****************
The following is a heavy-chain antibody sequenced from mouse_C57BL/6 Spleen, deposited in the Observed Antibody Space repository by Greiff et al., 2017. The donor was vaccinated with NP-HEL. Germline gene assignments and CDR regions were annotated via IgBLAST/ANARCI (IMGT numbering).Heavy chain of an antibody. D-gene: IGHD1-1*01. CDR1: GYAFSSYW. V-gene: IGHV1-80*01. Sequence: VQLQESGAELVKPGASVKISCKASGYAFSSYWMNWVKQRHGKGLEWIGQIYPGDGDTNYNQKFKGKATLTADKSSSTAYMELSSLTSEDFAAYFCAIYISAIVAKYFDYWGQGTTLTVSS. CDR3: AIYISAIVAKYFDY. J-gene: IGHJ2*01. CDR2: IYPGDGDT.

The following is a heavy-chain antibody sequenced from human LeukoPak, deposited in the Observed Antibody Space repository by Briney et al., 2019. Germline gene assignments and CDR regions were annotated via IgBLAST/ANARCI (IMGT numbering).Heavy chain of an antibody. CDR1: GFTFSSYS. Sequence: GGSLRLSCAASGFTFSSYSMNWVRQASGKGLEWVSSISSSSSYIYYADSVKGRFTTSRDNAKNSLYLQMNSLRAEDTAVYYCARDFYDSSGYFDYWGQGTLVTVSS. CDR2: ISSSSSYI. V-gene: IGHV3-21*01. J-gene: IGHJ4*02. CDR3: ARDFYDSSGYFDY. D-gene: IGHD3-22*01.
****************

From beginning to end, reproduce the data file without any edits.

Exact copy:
The following is a heavy-chain antibody sequenced from mouse_C57BL/6 Spleen, deposited in the Observed Antibody Space repository by Greiff et al., 2017. The donor was vaccinated with NP-HEL. Germline gene assignments and CDR regions were annotated via IgBLAST/ANARCI (IMGT numbering).Heavy chain of an antibody. D-gene: IGHD1-1*01. CDR1: GYAFSSYW. V-gene: IGHV1-80*01. Sequence: VQLQESGAELVKPGASVKISCKASGYAFSSYWMNWVKQRHGKGLEWIGQIYPGDGDTNYNQKFKGKATLTADKSSSTAYMELSSLTSEDFAAYFCAIYISAIVAKYFDYWGQGTTLTVSS. CDR3: AIYISAIVAKYFDY. J-gene: IGHJ2*01. CDR2: IYPGDGDT.

The following is a heavy-chain antibody sequenced from human LeukoPak, deposited in the Observed Antibody Space repository by Briney et al., 2019. Germline gene assignments and CDR regions were annotated via IgBLAST/ANARCI (IMGT numbering).Heavy chain of an antibody. CDR1: GFTFSSYS. Sequence: GGSLRLSCAASGFTFSSYSMNWVRQASGKGLEWVSSISSSSSYIYYADSVKGRFTTSRDNAKNSLYLQMNSLRAEDTAVYYCARDFYDSSGYFDYWGQGTLVTVSS. CDR2: ISSSSSYI. V-gene: IGHV3-21*01. J-gene: IGHJ4*02. CDR3: ARDFYDSSGYFDY. D-gene: IGHD3-22*01.